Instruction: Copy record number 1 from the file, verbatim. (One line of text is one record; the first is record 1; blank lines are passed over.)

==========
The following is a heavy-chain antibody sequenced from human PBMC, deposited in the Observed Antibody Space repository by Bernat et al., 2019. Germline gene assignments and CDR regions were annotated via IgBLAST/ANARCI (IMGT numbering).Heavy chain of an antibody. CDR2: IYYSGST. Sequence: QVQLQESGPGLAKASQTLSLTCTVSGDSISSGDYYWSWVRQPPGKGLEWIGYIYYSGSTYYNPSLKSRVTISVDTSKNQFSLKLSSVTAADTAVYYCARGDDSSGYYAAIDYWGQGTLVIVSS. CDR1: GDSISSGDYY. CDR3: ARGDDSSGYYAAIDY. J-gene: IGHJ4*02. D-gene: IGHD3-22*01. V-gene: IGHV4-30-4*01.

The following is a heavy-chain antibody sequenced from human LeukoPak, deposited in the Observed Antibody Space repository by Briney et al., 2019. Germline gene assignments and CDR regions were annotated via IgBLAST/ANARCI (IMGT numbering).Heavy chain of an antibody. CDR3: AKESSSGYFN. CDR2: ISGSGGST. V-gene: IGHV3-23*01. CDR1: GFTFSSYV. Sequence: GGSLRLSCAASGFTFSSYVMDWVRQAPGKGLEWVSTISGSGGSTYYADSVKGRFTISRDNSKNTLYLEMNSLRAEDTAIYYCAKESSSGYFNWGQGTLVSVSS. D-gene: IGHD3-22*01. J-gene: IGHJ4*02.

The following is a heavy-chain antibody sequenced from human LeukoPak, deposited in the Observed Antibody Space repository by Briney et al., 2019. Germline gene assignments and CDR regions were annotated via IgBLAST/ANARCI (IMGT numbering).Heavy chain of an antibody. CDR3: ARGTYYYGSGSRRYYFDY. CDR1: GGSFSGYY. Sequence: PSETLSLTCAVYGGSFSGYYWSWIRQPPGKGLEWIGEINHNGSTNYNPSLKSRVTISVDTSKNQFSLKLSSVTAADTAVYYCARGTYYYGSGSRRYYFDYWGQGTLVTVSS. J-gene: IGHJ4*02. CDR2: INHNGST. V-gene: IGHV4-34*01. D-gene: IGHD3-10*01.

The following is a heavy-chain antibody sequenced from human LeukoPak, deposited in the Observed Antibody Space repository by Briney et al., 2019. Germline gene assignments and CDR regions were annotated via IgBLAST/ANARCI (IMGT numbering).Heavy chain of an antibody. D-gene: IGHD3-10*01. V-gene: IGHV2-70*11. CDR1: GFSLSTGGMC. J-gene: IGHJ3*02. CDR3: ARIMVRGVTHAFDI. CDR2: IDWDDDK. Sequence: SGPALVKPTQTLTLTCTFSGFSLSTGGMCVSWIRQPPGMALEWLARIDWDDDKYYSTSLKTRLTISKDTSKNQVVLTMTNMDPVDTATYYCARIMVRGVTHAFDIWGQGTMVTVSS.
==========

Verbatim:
The following is a heavy-chain antibody sequenced from human PBMC, deposited in the Observed Antibody Space repository by Bernat et al., 2019. Germline gene assignments and CDR regions were annotated via IgBLAST/ANARCI (IMGT numbering).Heavy chain of an antibody. CDR2: IYYSGST. Sequence: QVQLQESGPGLAKASQTLSLTCTVSGDSISSGDYYWSWVRQPPGKGLEWIGYIYYSGSTYYNPSLKSRVTISVDTSKNQFSLKLSSVTAADTAVYYCARGDDSSGYYAAIDYWGQGTLVIVSS. CDR1: GDSISSGDYY. CDR3: ARGDDSSGYYAAIDY. J-gene: IGHJ4*02. D-gene: IGHD3-22*01. V-gene: IGHV4-30-4*01.